FIG. 4 shows a flowchart of the present invention. In Box 401, an absence trend is identified. Generally, such trends are abnormally high absentee rates within a geographical location, building location, workgroup, etc. A compliance report is generated (Box 402). A compliance report can be, for example, the track record of a supervisor in enforcing the disciplinary procedure within a group having a high absentee rate. The ability of the supervisor to apply the procedure is noted. If it is determined that the supervisor has overridden the procedure, then a change in the supervisor's method can be recommended (Box 409). Otherwise, if the supervisor is following the procedural guidelines, one can look for other causes of high absenteeism (flu, hurricane, etc.) or recommend a change in policy to better obtain the company's goals (Box 407).

FIG. 5 shows a flowchart of a disciplinary procedure of the present invention. In Box 501, data concerning an employee is compared to guidelines presented in a company's policy. When an incidence occurs which requires a disciplinary action, the present invention will notify a supervisor of the employee and the level of disciplinary action need (Box 503). A series of pages guides the supervisor through the disciplinary action, with the results being stored in the system (Box 507). In some instances, the supervisor will be able to override the recommendation of the system. Overrides are stored for evaluation of the disciplinary attendance policy. When this occurs, the results can be also recorded back in the system (Box 509).

FIG. 6 shows a flowchart of a typical path the supervisor takes upon initiation of a disciplinary action. A supervisor uses the OMS as a first page for generating a disciplinary action (Box 601). A Discussion Form is presented which facilitated the necessary action for the supervisor to take at that time (Box 602). Upon completion of the action, the supervisor is presented with the OMD page (Box 603), which displays the results of the action as well as its current status.

Flow through the present invention is facilitated by use of a navigation bar, such as seen for example in FIG. 7. First level option for the user enable Supervisory Tools 730, Reports 731, Administrative Tools 732, a “What's New” page 733, Online Training and Help 734. Selecting the Supervisory Tools enable enforcement of company attendance policy. Examples of Supervisory Tools include an Absence Summary 760, and Occurrence Management Summary (OMS) 761, an Occurrence History Management (OHM) 762, Discussion Override Tools (DOT) 763, and Count on Me Certificate.

FIG. 7 shows an Absence Summary of a workgroup within a company. The Absence Summary page enables a supervisor to view attendance results for the previous 12 months, as well as view individual employee details. This screen includes absences recorded in the last 12 months, whether or not such absences are chargeable. Navigation from the Absence Summary page to other pages is via several hyperlinked icons. Clicking one designated icon (i.e. “up” arrow, 712) enables the user to drill up to a higher-level workgroup, such as their immediate supervisor's workgroup. Through repetition, one can continue drilling up the chain of command. Also, another icon (i.e. “down” arrow, 714) enables supervisors to drill down to direct reports of their subordinate's absence details. Clicking on yet another icon (i.e., “+” sign, 710) expands an employee's workgroup within the current summary page. Clicking on another icon (i.e., magnifying glass image, 718) directs user to an “Absence Detail” page which displays an employee's individual absence details.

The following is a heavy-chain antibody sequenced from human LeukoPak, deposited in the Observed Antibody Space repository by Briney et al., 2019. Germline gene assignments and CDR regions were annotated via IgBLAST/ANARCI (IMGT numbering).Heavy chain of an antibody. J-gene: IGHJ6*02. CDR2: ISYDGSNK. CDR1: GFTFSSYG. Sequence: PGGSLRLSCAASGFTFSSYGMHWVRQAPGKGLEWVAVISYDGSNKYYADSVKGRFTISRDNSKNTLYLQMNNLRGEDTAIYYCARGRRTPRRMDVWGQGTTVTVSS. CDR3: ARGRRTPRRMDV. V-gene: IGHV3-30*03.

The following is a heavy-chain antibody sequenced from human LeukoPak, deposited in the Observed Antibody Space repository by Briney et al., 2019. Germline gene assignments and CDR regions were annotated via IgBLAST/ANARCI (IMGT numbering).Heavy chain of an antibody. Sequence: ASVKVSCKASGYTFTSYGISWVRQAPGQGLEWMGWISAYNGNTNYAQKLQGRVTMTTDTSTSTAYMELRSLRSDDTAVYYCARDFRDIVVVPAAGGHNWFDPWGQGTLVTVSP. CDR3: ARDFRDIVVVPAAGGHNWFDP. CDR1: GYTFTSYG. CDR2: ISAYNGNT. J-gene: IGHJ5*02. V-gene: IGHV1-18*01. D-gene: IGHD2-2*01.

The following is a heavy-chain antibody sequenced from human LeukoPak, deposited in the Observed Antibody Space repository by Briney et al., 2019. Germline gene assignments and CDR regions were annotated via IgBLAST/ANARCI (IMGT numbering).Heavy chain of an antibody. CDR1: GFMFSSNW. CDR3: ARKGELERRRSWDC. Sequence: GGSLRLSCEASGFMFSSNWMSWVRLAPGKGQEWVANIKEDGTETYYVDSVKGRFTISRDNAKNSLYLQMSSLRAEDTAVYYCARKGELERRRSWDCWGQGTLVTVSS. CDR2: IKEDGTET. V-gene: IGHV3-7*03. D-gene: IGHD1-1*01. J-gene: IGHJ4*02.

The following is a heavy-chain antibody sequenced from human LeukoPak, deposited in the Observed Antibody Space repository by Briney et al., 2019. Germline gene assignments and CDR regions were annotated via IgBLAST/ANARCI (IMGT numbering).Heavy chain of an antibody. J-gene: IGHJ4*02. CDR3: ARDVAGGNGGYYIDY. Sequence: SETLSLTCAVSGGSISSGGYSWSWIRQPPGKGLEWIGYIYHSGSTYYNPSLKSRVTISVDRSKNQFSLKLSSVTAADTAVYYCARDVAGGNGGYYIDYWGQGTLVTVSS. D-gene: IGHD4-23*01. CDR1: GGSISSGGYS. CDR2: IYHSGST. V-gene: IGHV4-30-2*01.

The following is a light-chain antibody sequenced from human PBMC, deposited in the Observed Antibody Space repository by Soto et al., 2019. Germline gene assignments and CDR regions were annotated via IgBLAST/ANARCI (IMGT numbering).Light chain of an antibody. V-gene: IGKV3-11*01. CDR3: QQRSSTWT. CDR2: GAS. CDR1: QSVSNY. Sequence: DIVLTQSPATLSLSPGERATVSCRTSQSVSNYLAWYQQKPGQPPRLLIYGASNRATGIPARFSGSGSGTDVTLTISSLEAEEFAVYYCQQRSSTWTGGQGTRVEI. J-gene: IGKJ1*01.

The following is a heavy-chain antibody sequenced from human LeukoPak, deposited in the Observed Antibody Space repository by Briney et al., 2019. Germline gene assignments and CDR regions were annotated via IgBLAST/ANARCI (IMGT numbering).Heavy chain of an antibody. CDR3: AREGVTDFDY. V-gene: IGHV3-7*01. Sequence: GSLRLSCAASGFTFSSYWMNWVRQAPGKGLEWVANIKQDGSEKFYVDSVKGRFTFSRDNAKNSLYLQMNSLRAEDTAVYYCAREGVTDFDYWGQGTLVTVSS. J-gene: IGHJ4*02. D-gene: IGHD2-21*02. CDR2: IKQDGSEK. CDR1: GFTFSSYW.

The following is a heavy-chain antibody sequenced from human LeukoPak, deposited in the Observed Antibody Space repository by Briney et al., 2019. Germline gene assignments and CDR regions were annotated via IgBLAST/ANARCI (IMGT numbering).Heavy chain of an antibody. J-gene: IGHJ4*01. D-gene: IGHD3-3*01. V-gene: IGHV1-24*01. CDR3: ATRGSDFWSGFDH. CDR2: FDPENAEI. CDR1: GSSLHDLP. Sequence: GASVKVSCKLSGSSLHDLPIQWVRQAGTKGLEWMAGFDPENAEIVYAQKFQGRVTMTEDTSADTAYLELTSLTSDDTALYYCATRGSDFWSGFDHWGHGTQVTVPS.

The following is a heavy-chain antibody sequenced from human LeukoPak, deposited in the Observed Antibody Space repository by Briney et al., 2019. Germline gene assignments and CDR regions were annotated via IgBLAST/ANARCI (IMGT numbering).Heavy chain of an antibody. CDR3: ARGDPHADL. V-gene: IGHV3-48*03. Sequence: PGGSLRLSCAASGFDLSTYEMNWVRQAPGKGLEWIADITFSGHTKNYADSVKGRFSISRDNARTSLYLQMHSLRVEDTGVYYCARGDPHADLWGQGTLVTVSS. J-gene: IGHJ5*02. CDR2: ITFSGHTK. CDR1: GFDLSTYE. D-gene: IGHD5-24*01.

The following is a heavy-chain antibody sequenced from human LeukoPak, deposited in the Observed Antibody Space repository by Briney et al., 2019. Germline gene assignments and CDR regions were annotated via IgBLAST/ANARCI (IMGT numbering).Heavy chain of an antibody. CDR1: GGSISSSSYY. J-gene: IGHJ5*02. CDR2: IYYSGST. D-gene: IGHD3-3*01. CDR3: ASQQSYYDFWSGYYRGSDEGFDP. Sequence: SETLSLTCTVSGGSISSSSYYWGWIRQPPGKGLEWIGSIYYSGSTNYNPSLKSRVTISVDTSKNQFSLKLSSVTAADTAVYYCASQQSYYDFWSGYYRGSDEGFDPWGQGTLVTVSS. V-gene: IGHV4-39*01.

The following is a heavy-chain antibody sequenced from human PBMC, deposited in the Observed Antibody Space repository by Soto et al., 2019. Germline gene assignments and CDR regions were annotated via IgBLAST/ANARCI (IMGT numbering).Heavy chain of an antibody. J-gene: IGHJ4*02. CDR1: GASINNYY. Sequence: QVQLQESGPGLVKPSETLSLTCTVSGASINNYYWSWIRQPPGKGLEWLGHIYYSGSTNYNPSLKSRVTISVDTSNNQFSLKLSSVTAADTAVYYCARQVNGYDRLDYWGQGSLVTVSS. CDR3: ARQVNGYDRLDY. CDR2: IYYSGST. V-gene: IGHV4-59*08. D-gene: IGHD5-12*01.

Table 702 displays categorized information in several columns, i.e. employee name (Employee), Absence due to illness (ILLNESS), Unexcused Non-Illness Absences (NI-UX), Disability (DIS), Family and Medical Leave Act (FMLA). The name of the workgroup leader 701 is displayed above the table. The workgroup leader also serves as the first entry in the table. The total number of absences within the workgroup is displayed in the last row 720 of the table. Sharon Bray heads the workgroup shown in the example of FIG. 7. A list of immediately subordinate personnel (703 a, . . . , 703 k) is also shown. The subordinate position of an employee is indicated, for example, by indentation of employee name. The attendance record of each of the subordinate managers and a group attendance record of that manager's lower-level workgroup is also displayed. For example, the individual attendance record of Pauline Baskiel (703 a) is displayed as well as the group attendance record of her workgroup (705). An icon (715) indicates those personnel who do not head a lower-level workgroup (i.e., employee 1 703 i and employee 2 703 k). Attendance results and absence occurrences can be viewed in hours, days or percentages by selection of radio buttons 710 a, 710 b, and 710 c, respectively.

FIG. 8 shows a workgroup subordinate to the supervisor 1's workgroup of FIG. 7. The workgroup of FIG. 8 is headed by supervisor 2. The name of supervisor 2, which is displayed at position within table 703 c of FIG. 7, is now shown above the table 802 of FIG. 8. Similar to table 702, employees subordinate to Lynda Garman are displayed in a subordinate position in table 802.

FIG. 9 shows an Absence Detail page for an individual employee. Absences are categorized, i.e. Incidental absence, Disability, Tardies and relevant information shown (i.e., date, lost time, type of absence, reason for absence, and FMLA status, etc.). The user has the option of viewing absences in hours or days.